In the fall of 2005, UHS began using QFT-G, substituting the QFT- G for the TST for those students and employees who met the CDC guideline criteria (see Table 1). UHSspecific criteria include: (1) past positive not documented by a county health department, (2) questionable report of past positive, (3) history of BCG immunization, or 4) UHSdocumented TST positive. We sought to evaluate the results of QFT-G testing in comparison with positive TST results as well as the acceptability and the costs of using QFT- G for the special groups. Exclusion criteria were those with contraindications for QFT-G (see Appendix 1).

Lab collection is done at UHS, and a courier transports the specimens to the reference lab by request. Blood samples must be processed within 12 hours after collection. Whole blood is required for the specimens in 2 sodium heparin 10-mL tubes; a minimum of 5 ml are needed for testing. The second tube is a precaution for lymphocyte variability to prevent the whole blood from clotting. An employee at the reference lab faxes the results to UHS within 1 week with 1 of the 3 following outcomes: a positive result suggests that M. tuberculosis infection is likely; a negative result suggests that infection is unlikely; and an indeterminate result suggests QFT-G results cannot be interpreted as a result of low mitogen response or high background response.13 An indeterminate result requires a repeat test in 1 week and initiation of evaluation for active disease, reactive or nonreactive. We kept logs on each patient receiving the QFT-G to track results.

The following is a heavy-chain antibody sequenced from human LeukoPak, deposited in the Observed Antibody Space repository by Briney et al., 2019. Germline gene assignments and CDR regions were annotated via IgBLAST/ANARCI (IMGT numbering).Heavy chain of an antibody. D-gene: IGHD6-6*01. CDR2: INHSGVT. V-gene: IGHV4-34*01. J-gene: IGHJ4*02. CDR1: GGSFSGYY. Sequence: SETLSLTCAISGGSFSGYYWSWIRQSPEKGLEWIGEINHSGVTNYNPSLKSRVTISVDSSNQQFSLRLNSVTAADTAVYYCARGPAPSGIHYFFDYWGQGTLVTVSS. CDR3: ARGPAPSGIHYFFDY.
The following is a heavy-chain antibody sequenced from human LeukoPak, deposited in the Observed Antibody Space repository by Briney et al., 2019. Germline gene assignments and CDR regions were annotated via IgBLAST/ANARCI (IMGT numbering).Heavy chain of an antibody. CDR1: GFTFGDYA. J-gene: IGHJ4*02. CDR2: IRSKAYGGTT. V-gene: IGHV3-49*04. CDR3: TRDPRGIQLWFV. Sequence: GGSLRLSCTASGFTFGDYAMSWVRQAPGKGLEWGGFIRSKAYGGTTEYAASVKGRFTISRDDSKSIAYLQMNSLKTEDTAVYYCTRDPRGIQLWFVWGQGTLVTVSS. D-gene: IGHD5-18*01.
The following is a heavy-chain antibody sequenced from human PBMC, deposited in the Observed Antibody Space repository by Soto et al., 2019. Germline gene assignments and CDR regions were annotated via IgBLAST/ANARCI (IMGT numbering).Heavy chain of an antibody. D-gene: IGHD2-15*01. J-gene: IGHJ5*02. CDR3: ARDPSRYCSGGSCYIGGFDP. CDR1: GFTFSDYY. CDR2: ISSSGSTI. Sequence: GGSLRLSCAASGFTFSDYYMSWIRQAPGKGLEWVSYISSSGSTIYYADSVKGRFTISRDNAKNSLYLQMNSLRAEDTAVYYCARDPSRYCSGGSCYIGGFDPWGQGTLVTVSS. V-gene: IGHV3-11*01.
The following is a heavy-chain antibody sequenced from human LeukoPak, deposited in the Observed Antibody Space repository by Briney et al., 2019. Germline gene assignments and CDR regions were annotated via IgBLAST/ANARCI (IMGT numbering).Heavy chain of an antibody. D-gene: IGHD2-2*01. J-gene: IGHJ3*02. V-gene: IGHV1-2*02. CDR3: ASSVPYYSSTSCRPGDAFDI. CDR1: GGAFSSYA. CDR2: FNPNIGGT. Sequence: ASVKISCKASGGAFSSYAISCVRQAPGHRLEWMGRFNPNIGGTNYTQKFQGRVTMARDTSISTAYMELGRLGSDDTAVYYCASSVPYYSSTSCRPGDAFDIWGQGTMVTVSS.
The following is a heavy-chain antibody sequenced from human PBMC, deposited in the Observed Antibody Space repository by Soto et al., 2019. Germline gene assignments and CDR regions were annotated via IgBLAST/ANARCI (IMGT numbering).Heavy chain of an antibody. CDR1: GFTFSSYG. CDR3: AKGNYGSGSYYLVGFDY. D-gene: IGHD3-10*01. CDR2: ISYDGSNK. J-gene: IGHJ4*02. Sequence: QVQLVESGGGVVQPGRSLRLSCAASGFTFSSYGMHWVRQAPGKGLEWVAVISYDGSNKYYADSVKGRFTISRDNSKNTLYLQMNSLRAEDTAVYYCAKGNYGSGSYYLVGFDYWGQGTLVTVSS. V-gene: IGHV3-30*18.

From June 2005 through August 2006, UHS officials screened for TB using QFT-G in 109 people. Of the 109 tested, 55 were employees of UTHSC, with an average age of 44.60 years (SD = 11.98). There were 54 students tested, with an average age of 29.22 years (SD = 6.32).